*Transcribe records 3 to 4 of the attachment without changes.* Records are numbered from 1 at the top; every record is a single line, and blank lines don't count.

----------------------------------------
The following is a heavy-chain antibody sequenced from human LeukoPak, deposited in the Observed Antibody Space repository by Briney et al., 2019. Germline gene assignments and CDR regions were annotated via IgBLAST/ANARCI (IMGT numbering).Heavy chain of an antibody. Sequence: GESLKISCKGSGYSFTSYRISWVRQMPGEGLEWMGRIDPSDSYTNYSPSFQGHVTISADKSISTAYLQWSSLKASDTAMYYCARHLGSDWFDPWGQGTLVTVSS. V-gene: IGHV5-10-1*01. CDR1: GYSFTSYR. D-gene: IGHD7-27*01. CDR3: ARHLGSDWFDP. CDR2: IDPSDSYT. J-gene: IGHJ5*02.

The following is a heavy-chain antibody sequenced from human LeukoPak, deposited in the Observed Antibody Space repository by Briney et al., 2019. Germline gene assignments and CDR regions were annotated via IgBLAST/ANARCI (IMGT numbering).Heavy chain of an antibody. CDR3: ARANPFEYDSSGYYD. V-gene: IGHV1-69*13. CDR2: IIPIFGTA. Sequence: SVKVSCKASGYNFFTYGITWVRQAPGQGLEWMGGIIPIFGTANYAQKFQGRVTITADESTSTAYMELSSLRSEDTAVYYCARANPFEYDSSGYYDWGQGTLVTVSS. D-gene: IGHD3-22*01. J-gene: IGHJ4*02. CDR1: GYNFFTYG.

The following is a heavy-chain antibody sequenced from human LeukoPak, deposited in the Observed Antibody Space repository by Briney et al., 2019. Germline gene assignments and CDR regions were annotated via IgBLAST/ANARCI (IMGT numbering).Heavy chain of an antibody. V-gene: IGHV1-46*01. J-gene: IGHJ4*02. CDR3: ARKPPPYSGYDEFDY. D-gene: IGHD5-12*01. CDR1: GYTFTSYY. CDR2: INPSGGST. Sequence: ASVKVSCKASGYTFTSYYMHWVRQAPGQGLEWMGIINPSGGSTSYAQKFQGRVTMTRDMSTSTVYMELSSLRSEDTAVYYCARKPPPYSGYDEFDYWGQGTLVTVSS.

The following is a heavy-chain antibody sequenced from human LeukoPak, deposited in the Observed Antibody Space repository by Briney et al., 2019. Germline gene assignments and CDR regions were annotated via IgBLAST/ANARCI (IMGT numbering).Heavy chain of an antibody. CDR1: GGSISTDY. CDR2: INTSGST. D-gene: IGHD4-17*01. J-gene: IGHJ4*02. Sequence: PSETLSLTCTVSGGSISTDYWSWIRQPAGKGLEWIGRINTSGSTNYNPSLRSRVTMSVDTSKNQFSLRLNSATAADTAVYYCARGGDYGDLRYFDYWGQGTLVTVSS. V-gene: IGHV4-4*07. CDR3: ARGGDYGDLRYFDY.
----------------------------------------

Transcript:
The following is a heavy-chain antibody sequenced from human LeukoPak, deposited in the Observed Antibody Space repository by Briney et al., 2019. Germline gene assignments and CDR regions were annotated via IgBLAST/ANARCI (IMGT numbering).Heavy chain of an antibody. V-gene: IGHV1-46*01. J-gene: IGHJ4*02. CDR3: ARKPPPYSGYDEFDY. D-gene: IGHD5-12*01. CDR1: GYTFTSYY. CDR2: INPSGGST. Sequence: ASVKVSCKASGYTFTSYYMHWVRQAPGQGLEWMGIINPSGGSTSYAQKFQGRVTMTRDMSTSTVYMELSSLRSEDTAVYYCARKPPPYSGYDEFDYWGQGTLVTVSS.

The following is a heavy-chain antibody sequenced from human LeukoPak, deposited in the Observed Antibody Space repository by Briney et al., 2019. Germline gene assignments and CDR regions were annotated via IgBLAST/ANARCI (IMGT numbering).Heavy chain of an antibody. CDR1: GGSISTDY. CDR2: INTSGST. D-gene: IGHD4-17*01. J-gene: IGHJ4*02. Sequence: PSETLSLTCTVSGGSISTDYWSWIRQPAGKGLEWIGRINTSGSTNYNPSLRSRVTMSVDTSKNQFSLRLNSATAADTAVYYCARGGDYGDLRYFDYWGQGTLVTVSS. V-gene: IGHV4-4*07. CDR3: ARGGDYGDLRYFDY.